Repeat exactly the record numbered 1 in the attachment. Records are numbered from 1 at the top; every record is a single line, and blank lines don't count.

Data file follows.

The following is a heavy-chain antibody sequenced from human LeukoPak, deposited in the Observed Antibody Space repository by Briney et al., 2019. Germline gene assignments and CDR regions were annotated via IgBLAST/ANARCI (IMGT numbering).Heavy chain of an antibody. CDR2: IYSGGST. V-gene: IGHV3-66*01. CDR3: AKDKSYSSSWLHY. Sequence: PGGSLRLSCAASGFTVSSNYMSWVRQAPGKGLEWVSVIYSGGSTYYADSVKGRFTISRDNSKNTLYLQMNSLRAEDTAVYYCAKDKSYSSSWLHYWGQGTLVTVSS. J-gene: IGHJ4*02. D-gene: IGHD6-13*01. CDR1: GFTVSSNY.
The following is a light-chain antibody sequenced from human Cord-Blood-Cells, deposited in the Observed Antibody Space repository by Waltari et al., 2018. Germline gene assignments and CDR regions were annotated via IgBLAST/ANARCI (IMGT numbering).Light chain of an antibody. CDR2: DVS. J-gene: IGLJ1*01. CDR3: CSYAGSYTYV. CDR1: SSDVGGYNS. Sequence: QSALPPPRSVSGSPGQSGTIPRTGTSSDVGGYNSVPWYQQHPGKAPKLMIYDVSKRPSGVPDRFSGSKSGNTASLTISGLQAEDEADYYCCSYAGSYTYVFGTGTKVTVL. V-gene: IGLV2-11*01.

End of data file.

The following is a heavy-chain antibody sequenced from human LeukoPak, deposited in the Observed Antibody Space repository by Briney et al., 2019. Germline gene assignments and CDR regions were annotated via IgBLAST/ANARCI (IMGT numbering).Heavy chain of an antibody. CDR2: IYSGGST. V-gene: IGHV3-66*01. CDR3: AKDKSYSSSWLHY. Sequence: PGGSLRLSCAASGFTVSSNYMSWVRQAPGKGLEWVSVIYSGGSTYYADSVKGRFTISRDNSKNTLYLQMNSLRAEDTAVYYCAKDKSYSSSWLHYWGQGTLVTVSS. J-gene: IGHJ4*02. D-gene: IGHD6-13*01. CDR1: GFTVSSNY.